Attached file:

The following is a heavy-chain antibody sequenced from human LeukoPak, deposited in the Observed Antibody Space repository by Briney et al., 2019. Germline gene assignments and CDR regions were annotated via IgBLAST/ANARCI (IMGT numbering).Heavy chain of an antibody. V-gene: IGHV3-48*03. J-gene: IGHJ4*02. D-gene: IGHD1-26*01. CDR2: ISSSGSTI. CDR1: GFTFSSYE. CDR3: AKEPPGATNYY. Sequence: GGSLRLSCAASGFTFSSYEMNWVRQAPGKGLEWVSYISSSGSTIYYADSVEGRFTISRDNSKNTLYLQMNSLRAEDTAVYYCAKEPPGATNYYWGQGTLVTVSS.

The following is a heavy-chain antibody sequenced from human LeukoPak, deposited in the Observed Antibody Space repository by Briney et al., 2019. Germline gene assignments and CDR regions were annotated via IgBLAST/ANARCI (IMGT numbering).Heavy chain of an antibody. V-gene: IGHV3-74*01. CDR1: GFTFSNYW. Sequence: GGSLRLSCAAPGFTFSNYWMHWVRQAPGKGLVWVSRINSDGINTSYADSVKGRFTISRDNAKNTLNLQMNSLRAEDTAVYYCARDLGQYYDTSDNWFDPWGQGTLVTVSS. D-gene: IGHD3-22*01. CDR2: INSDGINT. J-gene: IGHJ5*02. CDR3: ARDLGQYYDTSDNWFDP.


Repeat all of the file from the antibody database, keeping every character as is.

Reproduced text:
The following is a heavy-chain antibody sequenced from human LeukoPak, deposited in the Observed Antibody Space repository by Briney et al., 2019. Germline gene assignments and CDR regions were annotated via IgBLAST/ANARCI (IMGT numbering).Heavy chain of an antibody. V-gene: IGHV3-48*03. J-gene: IGHJ4*02. D-gene: IGHD1-26*01. CDR2: ISSSGSTI. CDR1: GFTFSSYE. CDR3: AKEPPGATNYY. Sequence: GGSLRLSCAASGFTFSSYEMNWVRQAPGKGLEWVSYISSSGSTIYYADSVEGRFTISRDNSKNTLYLQMNSLRAEDTAVYYCAKEPPGATNYYWGQGTLVTVSS.

The following is a heavy-chain antibody sequenced from human LeukoPak, deposited in the Observed Antibody Space repository by Briney et al., 2019. Germline gene assignments and CDR regions were annotated via IgBLAST/ANARCI (IMGT numbering).Heavy chain of an antibody. V-gene: IGHV3-74*01. CDR1: GFTFSNYW. Sequence: GGSLRLSCAAPGFTFSNYWMHWVRQAPGKGLVWVSRINSDGINTSYADSVKGRFTISRDNAKNTLNLQMNSLRAEDTAVYYCARDLGQYYDTSDNWFDPWGQGTLVTVSS. D-gene: IGHD3-22*01. CDR2: INSDGINT. J-gene: IGHJ5*02. CDR3: ARDLGQYYDTSDNWFDP.